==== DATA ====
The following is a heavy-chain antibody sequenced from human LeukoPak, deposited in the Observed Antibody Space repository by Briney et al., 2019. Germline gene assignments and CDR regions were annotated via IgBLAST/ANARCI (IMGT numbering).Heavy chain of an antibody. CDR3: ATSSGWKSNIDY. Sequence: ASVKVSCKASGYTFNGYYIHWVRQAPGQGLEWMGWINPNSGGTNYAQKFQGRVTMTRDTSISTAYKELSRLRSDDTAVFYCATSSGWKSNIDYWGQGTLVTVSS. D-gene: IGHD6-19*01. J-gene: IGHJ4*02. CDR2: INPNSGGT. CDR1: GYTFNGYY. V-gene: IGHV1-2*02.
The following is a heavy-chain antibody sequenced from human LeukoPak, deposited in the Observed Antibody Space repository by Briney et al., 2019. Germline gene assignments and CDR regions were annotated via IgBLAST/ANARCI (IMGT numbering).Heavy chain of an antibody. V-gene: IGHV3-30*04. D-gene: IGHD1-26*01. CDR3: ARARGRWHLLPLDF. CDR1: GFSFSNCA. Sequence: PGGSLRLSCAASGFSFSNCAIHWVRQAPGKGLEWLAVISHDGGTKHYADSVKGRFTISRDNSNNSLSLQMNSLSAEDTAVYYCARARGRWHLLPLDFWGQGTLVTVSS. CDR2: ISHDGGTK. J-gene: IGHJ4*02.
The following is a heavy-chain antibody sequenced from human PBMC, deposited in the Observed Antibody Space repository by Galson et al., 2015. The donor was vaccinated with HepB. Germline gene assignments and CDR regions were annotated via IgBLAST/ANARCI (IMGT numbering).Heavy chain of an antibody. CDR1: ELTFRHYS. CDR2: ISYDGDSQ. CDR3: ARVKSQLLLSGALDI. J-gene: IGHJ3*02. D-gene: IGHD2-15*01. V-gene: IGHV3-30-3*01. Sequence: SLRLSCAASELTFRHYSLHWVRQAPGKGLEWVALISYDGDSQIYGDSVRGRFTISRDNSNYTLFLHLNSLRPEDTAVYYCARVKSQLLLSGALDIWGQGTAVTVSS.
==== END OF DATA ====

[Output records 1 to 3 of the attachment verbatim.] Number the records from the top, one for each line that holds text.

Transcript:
The following is a heavy-chain antibody sequenced from human LeukoPak, deposited in the Observed Antibody Space repository by Briney et al., 2019. Germline gene assignments and CDR regions were annotated via IgBLAST/ANARCI (IMGT numbering).Heavy chain of an antibody. CDR3: ATSSGWKSNIDY. Sequence: ASVKVSCKASGYTFNGYYIHWVRQAPGQGLEWMGWINPNSGGTNYAQKFQGRVTMTRDTSISTAYKELSRLRSDDTAVFYCATSSGWKSNIDYWGQGTLVTVSS. D-gene: IGHD6-19*01. J-gene: IGHJ4*02. CDR2: INPNSGGT. CDR1: GYTFNGYY. V-gene: IGHV1-2*02.
The following is a heavy-chain antibody sequenced from human LeukoPak, deposited in the Observed Antibody Space repository by Briney et al., 2019. Germline gene assignments and CDR regions were annotated via IgBLAST/ANARCI (IMGT numbering).Heavy chain of an antibody. V-gene: IGHV3-30*04. D-gene: IGHD1-26*01. CDR3: ARARGRWHLLPLDF. CDR1: GFSFSNCA. Sequence: PGGSLRLSCAASGFSFSNCAIHWVRQAPGKGLEWLAVISHDGGTKHYADSVKGRFTISRDNSNNSLSLQMNSLSAEDTAVYYCARARGRWHLLPLDFWGQGTLVTVSS. CDR2: ISHDGGTK. J-gene: IGHJ4*02.
The following is a heavy-chain antibody sequenced from human PBMC, deposited in the Observed Antibody Space repository by Galson et al., 2015. The donor was vaccinated with HepB. Germline gene assignments and CDR regions were annotated via IgBLAST/ANARCI (IMGT numbering).Heavy chain of an antibody. CDR1: ELTFRHYS. CDR2: ISYDGDSQ. CDR3: ARVKSQLLLSGALDI. J-gene: IGHJ3*02. D-gene: IGHD2-15*01. V-gene: IGHV3-30-3*01. Sequence: SLRLSCAASELTFRHYSLHWVRQAPGKGLEWVALISYDGDSQIYGDSVRGRFTISRDNSNYTLFLHLNSLRPEDTAVYYCARVKSQLLLSGALDIWGQGTAVTVSS.